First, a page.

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# Is absolute value x equal to y minus z? 1) x+y=z 2) x<0

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Is absolute value x equal to y minus z? 1) x+y=z 2) x<0 [#permalink]

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20 Apr 2006, 16:55
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Is absolute value x equal to y minus z?

1) x+y=z

2) x<0
Senior Manager
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20 Apr 2006, 17:04
Q) is |x| = y-z ?

1) x+y=z

=> x = z-y or -x = y-z
can't tell unless we know the sign of x.

2) x<0
=> |x| = -x

from 1 and 2, |x| = -x = y-z

C.

Thanks,
Vipin
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20 Apr 2006, 17:13
jlui4477 wrote:
Is absolute value x equal to y minus z?

1) x+y=z

2) x<0

Question is, is |x| = y - z?

This holds true when x = y -z, or when x = z - y.

(1) Tells us precisely that.
(2) Doesn't.

Hence A.
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Who says elephants can't dance?

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20 Apr 2006, 20:41
kapslock wrote:
jlui4477 wrote:
Is absolute value x equal to y minus z?

1) x+y=z

2) x<0

Question is, is |x| = y - z?

This holds true when x = y -z, or when x = z - y.

(1) Tells us precisely that.
(2) Doesn't.

Hence A.

From the (1) y-z =-x which is not sufficient by itself.
(2) is not suff by itself as well.
Together they are sufficient, so the correct answer is 'C'.
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20 Apr 2006, 23:13
1) x = z-y.

If x = 2, z-y = 4-2 and y-z will not be equal to |x|
If x = -2, z-y = 2-4 and y-z will be equal to |x|.

Insufficient.

2) x < 0. It doesn't mean a thing.
x could be -3, and so |x| = 3 but y-z could be any value. Insufficient.

Using both,
we know it's sufficient. y-z must be equal to |x|

Ans C
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21 Apr 2006, 00:50
If Abs(X)=Y-Z is true then: X=Y-Z or X=-Y+Z

1) tells us that X=Z-Y => Sufficient
2) doesn't provide enough information to answer=> Insifficient

to me should it be answer A
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22 Apr 2006, 00:40
ywilfred wrote:
1) x = z-y.

If x = 2, z-y = 4-2 and y-z will not be equal to |x|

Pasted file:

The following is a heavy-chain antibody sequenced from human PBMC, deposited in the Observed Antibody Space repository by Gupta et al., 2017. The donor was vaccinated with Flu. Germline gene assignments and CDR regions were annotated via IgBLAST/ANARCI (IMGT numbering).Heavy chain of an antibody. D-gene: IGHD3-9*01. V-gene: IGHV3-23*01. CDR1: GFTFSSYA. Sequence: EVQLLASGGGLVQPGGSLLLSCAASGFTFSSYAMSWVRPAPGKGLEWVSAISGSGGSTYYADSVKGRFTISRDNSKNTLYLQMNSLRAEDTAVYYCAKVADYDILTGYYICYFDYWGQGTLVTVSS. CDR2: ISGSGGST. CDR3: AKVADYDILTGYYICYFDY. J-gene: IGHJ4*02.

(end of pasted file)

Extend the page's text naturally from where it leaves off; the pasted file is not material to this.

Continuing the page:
If x = -2, z-y = 2-4 and y-z will be equal to |x|.

Insufficient.

2) x < 0. It doesn't mean a thing.
x could be -3, and so |x| = 3 but y-z could be any value. Insufficient.

Using both,
we know it's sufficient. y-z must be equal to |x|

Ans C

Aren't we out to prove that |x| = y-z and not that x =/ <> y-z. Correct me if my understanding is incorrect. I feel that if x = z-y the |x| = y-x, thus A.
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22 Apr 2006, 01:19
either -x = y-z or x=y-z will satisfy the given condition

i) x+y = z => -x = y-z sufficient since |-x| = |x|
ii) not sufficient

hence A
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23 Apr 2006, 02:35
Still confused
If x = 2 or -2; |x| will always be 2.
thus if y-z = 2 then (y = 4; z =2) x =2==> |x| = true
if y-z = -2 (y =2; z=4) then x=-2; even though |x| = 2; y-z <> 2
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23 Apr 2006, 10:49
What is the source of this problem? Is it OG?
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18 Jul 2006, 07:23
can someone explain this with numbers ?
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18 Jul 2006, 09:03
(C)

I. tells usthat x = z - y
lets take x = 2, z = 5, y = 3
then, I holds, but |x| != y - z
as |x| = 2 and y - z = -2

II. tells nothing

Combining, we know that x is -ve,
since, x = z - y
and x < 0, |x| = -(z-y) = y -z
(C)
18 Jul 2006, 09:03
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